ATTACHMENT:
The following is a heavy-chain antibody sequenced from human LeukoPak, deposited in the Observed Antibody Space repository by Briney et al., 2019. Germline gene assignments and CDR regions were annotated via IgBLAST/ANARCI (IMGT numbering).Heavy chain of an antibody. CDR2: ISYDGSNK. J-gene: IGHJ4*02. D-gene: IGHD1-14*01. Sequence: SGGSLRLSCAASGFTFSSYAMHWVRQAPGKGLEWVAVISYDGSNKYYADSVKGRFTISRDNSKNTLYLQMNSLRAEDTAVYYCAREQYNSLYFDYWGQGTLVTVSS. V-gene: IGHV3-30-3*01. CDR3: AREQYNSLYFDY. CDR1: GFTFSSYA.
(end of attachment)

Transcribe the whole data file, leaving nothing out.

The following is a heavy-chain antibody sequenced from human LeukoPak, deposited in the Observed Antibody Space repository by Briney et al., 2019. Germline gene assignments and CDR regions were annotated via IgBLAST/ANARCI (IMGT numbering).Heavy chain of an antibody. CDR2: ISYDGSNK. J-gene: IGHJ4*02. D-gene: IGHD1-14*01. Sequence: SGGSLRLSCAASGFTFSSYAMHWVRQAPGKGLEWVAVISYDGSNKYYADSVKGRFTISRDNSKNTLYLQMNSLRAEDTAVYYCAREQYNSLYFDYWGQGTLVTVSS. V-gene: IGHV3-30-3*01. CDR3: AREQYNSLYFDY. CDR1: GFTFSSYA.